Tuesday, August 16, 2011

Combat Should be Deadly

Way back in the day Gary warned us we might all die. And we pretty much obliged him over and over again. At least I did; or more properly my characters did. 0e was a deadly game and AD&D wasn't anything to sneeze at if you played it RAW. 'Course there were always power gamers and Monty Haul DMs too, but D&D as a game was designed to be pretty dangerous. Just think about your average 10th level fighter: around 48 hit points. Cleric = 38. Mage = 20. And the party thief was doing alright if he had around 30. But think about who these guys were fighting! Pit Fiends, Fire and Frost Giants, Liches, Ancient Red Dragons. Any of these nasties can deal out on average 15 points of damage per hit, some of them get two or more attacks per round, most have as much or more spell use as the party does and they have between 44 and 88 hit points. The point is combat was dangerous.

But even so, I always felt like it should be a little more so. Call me a sadist, but I like my fantasy served cold, dark, gritty and hard. D&D HP has always been abstract and I could live with that most of the time. But some things bothered me. The relatively quick heal times, the fact that you could get "hit" several times and really not be badly cut, bruised or bleeding. I always preferred and used criticals and fumbles, the more ornate and hideously deforming the better. I like hit location rules, played with parry rules and active defenses, but never really settled on a single system that seemed to offer everything in one package.

The problem with detailed combat rules is that they can begin to bog down the game. They need to be intuitive and make sense. And many was the time that I considered the need to change D&D combat at its core. But I certainly didn't feel up to the task. So I deferred technical excellence for colorful description. Which was great as far as it went, but it certainly didn't make the combat feel anymore realistic, just more dramatic.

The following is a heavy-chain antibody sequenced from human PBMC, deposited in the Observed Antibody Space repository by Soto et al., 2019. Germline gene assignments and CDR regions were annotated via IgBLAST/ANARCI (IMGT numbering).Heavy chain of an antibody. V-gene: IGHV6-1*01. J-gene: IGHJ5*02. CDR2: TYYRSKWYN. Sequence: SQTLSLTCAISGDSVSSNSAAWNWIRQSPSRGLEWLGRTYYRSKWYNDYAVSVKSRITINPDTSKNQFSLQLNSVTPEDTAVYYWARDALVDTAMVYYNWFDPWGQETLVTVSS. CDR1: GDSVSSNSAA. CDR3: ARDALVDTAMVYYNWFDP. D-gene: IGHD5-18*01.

I suppose deadly combat in RPGs is a matter of personal taste. Some people really don't like playing in a game where the threat of death is an ever-present danger. Some games cater to cinematic action, where the hero might get knocked down, even bloodied, but is seldom in danger of actually dying. These kinds of games pay a considerable amount of attention to game balance, constructing fair encounters and building in mechanics to keep characters alive as long as possible. This action movie type of game may be satisfying to some who want to play at being movie heroes, but I've never quite understood this myself. Perhaps because I take my fantasy with a healthy dose of reality.

Allow me to explain; let's say we are positing a fantasy world. This world is usually medieval in type. Life for many is hard and short. Disease is common and families struggle to make a living off of the land under a feudal system of usually stiff taxes. But magic works. Eldritch power is somewhat uncommon, and certainly powerful magic is very rare. Few are those who can master it at high levels of ability. Strange creatures prowl the night and fae beings hold their unearthly courts at the edges of civilization. The bloodthirsty demihuman races put our modern gangs to shame as they prowl ever closer to village boundaries and city walls. Skulking the night shadows hunting the stray farm animal, or unaccompanied child for an easy meal and more evil purposes. Men who would as soon cut your throat as shake your hand are as common as the peasants who work the fields. And in short the world is a very dangerous and deadly place. The average man stays close to home and hearth, surrounded by friends, family and the protection of the hamlet's fold. But occasionally a man thirsts for adventure, learns some skill at arms, or apprentices himself to the local wizard, takes the vows of the local Gods or earns his living the hard way by pilfering what he can. The greater glory promised in raiding an abandoned mine or perhaps collecting a bounty on goblin heads is just appealing enough to send the brave soul out into the world to meet that danger. They aren't Conan, they aren't Bruce Willis, or Val Kilmer. They're average joes looking for some adventure and maybe seeking a higher purpose in life. They have a few skills but that's about it.